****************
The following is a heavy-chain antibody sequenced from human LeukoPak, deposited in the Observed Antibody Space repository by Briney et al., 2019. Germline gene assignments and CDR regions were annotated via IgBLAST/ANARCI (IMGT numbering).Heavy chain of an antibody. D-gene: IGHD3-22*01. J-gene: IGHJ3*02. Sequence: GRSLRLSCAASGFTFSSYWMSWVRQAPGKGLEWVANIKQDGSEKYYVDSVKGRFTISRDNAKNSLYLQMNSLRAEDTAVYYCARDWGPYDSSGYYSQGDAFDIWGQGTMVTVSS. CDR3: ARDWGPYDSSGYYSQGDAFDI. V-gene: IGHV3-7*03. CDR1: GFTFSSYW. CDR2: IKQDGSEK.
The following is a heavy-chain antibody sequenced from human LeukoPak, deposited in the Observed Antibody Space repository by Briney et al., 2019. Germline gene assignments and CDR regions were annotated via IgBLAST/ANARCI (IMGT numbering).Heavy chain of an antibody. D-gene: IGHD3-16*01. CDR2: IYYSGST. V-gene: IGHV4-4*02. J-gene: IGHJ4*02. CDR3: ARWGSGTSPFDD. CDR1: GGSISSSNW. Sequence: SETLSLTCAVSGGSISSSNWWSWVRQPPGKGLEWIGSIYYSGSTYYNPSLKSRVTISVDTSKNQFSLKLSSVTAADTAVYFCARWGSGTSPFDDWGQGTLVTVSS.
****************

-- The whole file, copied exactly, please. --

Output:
The following is a heavy-chain antibody sequenced from human LeukoPak, deposited in the Observed Antibody Space repository by Briney et al., 2019. Germline gene assignments and CDR regions were annotated via IgBLAST/ANARCI (IMGT numbering).Heavy chain of an antibody. D-gene: IGHD3-22*01. J-gene: IGHJ3*02. Sequence: GRSLRLSCAASGFTFSSYWMSWVRQAPGKGLEWVANIKQDGSEKYYVDSVKGRFTISRDNAKNSLYLQMNSLRAEDTAVYYCARDWGPYDSSGYYSQGDAFDIWGQGTMVTVSS. CDR3: ARDWGPYDSSGYYSQGDAFDI. V-gene: IGHV3-7*03. CDR1: GFTFSSYW. CDR2: IKQDGSEK.
The following is a heavy-chain antibody sequenced from human LeukoPak, deposited in the Observed Antibody Space repository by Briney et al., 2019. Germline gene assignments and CDR regions were annotated via IgBLAST/ANARCI (IMGT numbering).Heavy chain of an antibody. D-gene: IGHD3-16*01. CDR2: IYYSGST. V-gene: IGHV4-4*02. J-gene: IGHJ4*02. CDR3: ARWGSGTSPFDD. CDR1: GGSISSSNW. Sequence: SETLSLTCAVSGGSISSSNWWSWVRQPPGKGLEWIGSIYYSGSTYYNPSLKSRVTISVDTSKNQFSLKLSSVTAADTAVYFCARWGSGTSPFDDWGQGTLVTVSS.